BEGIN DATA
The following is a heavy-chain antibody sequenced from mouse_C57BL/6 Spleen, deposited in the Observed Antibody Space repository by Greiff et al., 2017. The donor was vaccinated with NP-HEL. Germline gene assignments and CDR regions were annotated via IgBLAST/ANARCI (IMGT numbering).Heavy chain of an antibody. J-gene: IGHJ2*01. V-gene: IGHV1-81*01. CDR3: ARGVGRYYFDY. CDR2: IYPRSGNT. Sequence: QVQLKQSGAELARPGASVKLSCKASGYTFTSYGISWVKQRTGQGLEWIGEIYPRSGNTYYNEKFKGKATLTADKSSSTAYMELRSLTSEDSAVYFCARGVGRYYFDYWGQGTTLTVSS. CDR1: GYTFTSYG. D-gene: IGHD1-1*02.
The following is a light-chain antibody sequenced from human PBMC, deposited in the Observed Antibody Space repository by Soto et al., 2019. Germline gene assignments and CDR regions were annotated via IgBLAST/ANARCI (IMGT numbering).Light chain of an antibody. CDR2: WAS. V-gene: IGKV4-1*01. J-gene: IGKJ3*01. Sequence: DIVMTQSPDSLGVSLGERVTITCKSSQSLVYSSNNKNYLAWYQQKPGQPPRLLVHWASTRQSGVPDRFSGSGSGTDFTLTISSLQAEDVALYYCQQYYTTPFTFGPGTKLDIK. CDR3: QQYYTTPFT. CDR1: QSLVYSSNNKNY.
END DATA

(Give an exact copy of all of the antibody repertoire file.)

The following is a heavy-chain antibody sequenced from mouse_C57BL/6 Spleen, deposited in the Observed Antibody Space repository by Greiff et al., 2017. The donor was vaccinated with NP-HEL. Germline gene assignments and CDR regions were annotated via IgBLAST/ANARCI (IMGT numbering).Heavy chain of an antibody. J-gene: IGHJ2*01. V-gene: IGHV1-81*01. CDR3: ARGVGRYYFDY. CDR2: IYPRSGNT. Sequence: QVQLKQSGAELARPGASVKLSCKASGYTFTSYGISWVKQRTGQGLEWIGEIYPRSGNTYYNEKFKGKATLTADKSSSTAYMELRSLTSEDSAVYFCARGVGRYYFDYWGQGTTLTVSS. CDR1: GYTFTSYG. D-gene: IGHD1-1*02.
The following is a light-chain antibody sequenced from human PBMC, deposited in the Observed Antibody Space repository by Soto et al., 2019. Germline gene assignments and CDR regions were annotated via IgBLAST/ANARCI (IMGT numbering).Light chain of an antibody. CDR2: WAS. V-gene: IGKV4-1*01. J-gene: IGKJ3*01. Sequence: DIVMTQSPDSLGVSLGERVTITCKSSQSLVYSSNNKNYLAWYQQKPGQPPRLLVHWASTRQSGVPDRFSGSGSGTDFTLTISSLQAEDVALYYCQQYYTTPFTFGPGTKLDIK. CDR3: QQYYTTPFT. CDR1: QSLVYSSNNKNY.